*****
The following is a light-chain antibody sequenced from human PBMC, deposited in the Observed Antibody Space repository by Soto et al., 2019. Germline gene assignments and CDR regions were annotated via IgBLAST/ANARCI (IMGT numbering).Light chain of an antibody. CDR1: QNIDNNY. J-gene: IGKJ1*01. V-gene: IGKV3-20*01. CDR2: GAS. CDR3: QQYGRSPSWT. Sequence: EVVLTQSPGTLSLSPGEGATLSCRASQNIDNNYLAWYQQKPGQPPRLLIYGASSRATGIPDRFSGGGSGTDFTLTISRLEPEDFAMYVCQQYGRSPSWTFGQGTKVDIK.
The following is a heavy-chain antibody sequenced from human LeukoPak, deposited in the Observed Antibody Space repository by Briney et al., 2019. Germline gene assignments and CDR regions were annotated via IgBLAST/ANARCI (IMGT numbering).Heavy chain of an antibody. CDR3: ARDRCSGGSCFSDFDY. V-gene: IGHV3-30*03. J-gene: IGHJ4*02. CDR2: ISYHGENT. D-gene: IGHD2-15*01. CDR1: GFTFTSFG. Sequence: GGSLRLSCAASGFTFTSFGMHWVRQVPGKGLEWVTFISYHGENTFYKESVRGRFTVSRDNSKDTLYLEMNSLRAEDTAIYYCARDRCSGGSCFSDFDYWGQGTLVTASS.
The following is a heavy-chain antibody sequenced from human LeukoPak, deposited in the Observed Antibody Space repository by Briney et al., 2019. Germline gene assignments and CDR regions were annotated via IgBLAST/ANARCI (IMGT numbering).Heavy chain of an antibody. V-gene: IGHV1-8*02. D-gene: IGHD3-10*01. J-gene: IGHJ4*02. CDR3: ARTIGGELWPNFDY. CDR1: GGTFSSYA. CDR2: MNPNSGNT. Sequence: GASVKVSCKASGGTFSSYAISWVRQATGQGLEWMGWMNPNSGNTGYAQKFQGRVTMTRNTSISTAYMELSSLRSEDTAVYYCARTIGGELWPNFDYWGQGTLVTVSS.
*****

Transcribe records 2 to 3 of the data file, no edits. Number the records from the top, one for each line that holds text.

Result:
The following is a heavy-chain antibody sequenced from human LeukoPak, deposited in the Observed Antibody Space repository by Briney et al., 2019. Germline gene assignments and CDR regions were annotated via IgBLAST/ANARCI (IMGT numbering).Heavy chain of an antibody. CDR3: ARDRCSGGSCFSDFDY. V-gene: IGHV3-30*03. J-gene: IGHJ4*02. CDR2: ISYHGENT. D-gene: IGHD2-15*01. CDR1: GFTFTSFG. Sequence: GGSLRLSCAASGFTFTSFGMHWVRQVPGKGLEWVTFISYHGENTFYKESVRGRFTVSRDNSKDTLYLEMNSLRAEDTAIYYCARDRCSGGSCFSDFDYWGQGTLVTASS.
The following is a heavy-chain antibody sequenced from human LeukoPak, deposited in the Observed Antibody Space repository by Briney et al., 2019. Germline gene assignments and CDR regions were annotated via IgBLAST/ANARCI (IMGT numbering).Heavy chain of an antibody. V-gene: IGHV1-8*02. D-gene: IGHD3-10*01. J-gene: IGHJ4*02. CDR3: ARTIGGELWPNFDY. CDR1: GGTFSSYA. CDR2: MNPNSGNT. Sequence: GASVKVSCKASGGTFSSYAISWVRQATGQGLEWMGWMNPNSGNTGYAQKFQGRVTMTRNTSISTAYMELSSLRSEDTAVYYCARTIGGELWPNFDYWGQGTLVTVSS.